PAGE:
Just create another e-mail address that you use for all the worthless Internet sites you want to gain access to. Use it for the sites you know are going to inundate you with E-mail even though you only used their site once. I started to do this about two years ago, and my junk E-mail has gone down to zero.

I logged into the e-mail once to see how it looked and it was crazy in there! Like some kind of cesspool of premature balding, sex-crazed, get-rich-quick lunatics. Actually, that kind of makes the sites your old man is going to a little suspicious. ;)

Filed under Junk Mail E-mail Post Advertising Advertisements Internet Spam Marketing Ghostbusters Trap

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The Power of the Pen

The military is known for having decorations and awards, and for the most part they serve their purpose of rewarding people for their accomplishments or hard work. However, the most underutilized form of recognition is a simple letter of appreciation. I think it is underutilized because people really don’t think it means much, but they are wrong. A simple letter means a lot to the person who receives it, and it takes nothing to create.

I have a simple criteria for writing letters of appreciation. If someone goes out of their way to help me do my job or if a person helps me when he’s not required to, I write him a letter. If a person helps me even once during my mission and her small part plays a role in something greater, I write a letter (in those instances I make it a point to say she played a part in something important). Sometimes I’ll address it to the person who helped me, but often times I’ll address it to his or her boss.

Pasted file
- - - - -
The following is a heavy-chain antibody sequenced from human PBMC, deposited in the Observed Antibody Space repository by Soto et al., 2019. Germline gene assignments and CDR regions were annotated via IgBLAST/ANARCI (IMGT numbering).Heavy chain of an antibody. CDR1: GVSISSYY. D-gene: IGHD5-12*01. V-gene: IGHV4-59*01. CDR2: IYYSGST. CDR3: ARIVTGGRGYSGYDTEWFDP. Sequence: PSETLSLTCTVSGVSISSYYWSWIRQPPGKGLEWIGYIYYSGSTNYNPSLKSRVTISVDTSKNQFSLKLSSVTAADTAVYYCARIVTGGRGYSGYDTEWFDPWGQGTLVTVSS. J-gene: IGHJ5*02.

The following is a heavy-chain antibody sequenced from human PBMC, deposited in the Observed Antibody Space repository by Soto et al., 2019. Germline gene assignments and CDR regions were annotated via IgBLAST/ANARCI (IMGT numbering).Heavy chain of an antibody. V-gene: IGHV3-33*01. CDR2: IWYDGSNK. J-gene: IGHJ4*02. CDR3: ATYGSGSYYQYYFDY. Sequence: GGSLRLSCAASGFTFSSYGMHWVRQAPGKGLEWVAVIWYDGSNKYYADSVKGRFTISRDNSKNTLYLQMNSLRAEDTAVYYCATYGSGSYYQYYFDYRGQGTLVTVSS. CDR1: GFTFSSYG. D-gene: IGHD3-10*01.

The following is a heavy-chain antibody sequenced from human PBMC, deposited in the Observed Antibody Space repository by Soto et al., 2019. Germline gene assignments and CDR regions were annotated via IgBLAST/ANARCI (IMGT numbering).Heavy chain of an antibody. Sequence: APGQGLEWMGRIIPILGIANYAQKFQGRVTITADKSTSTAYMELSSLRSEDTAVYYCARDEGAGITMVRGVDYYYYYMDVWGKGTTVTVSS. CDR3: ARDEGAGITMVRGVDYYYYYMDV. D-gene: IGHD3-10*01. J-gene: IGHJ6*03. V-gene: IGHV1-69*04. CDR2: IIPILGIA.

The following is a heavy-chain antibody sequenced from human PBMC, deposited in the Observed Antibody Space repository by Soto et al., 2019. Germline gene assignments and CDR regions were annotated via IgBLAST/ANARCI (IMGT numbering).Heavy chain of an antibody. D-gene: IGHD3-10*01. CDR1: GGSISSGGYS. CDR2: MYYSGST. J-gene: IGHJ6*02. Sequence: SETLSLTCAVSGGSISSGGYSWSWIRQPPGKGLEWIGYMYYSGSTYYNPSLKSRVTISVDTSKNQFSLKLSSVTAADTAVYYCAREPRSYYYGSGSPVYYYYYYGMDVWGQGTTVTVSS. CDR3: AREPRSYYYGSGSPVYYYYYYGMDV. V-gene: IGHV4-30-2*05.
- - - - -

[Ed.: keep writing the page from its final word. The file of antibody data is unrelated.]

If the person is a peer, I get my own boss to sign the letter. In this case I typically talk to my boss in person first, and then I offer to write the letter for him. That is especially important, because people are typically lazy or disinterested in what someone else did for you, and won’t bother to write it. I also make sure there is an organizational letterhead that looks important (especially if I work for an important organization), and bug the hell out of my boss until it is signed.

I have probably written dozens of these letters and I am sure some think I overdo it, but I don’t see what the hell the big deal is. It is a simple letter. I am not advocating a promotion or praising the person’s overall performance. I am simply offering a formal “thank you,” that will stay with that person for the rest of his career. And that is important, because often times good work goes unnoticed.

It is simple, Charlie. You have seen the impacts plenty of times, from teachers’ positive comments on homework to comment cards you fill out for a waiter at a restaurant. A letter of appreciation is just a more formalized version of those examples. It is a powerful thing to formally thank a person for his hard work, so don’t ever miss an opportunity to do so when the situation presents itself.

Don’t ever underestimate the power of the pen.

Filed under Appreciation Letter Military LOA Thank You Work Career Impact Recognition

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100 Places to See Before You Die #7 - The U.S. Open Road

So my “100 Places to See…” list isn’t very traditional Charlie, but that is exactly my intent. It is too easy to pick 100 places that look pretty in pictures or make me seem really cultured. Instead, these are places I truly think you should see and appreciate.

That said, let me tell you about the open road.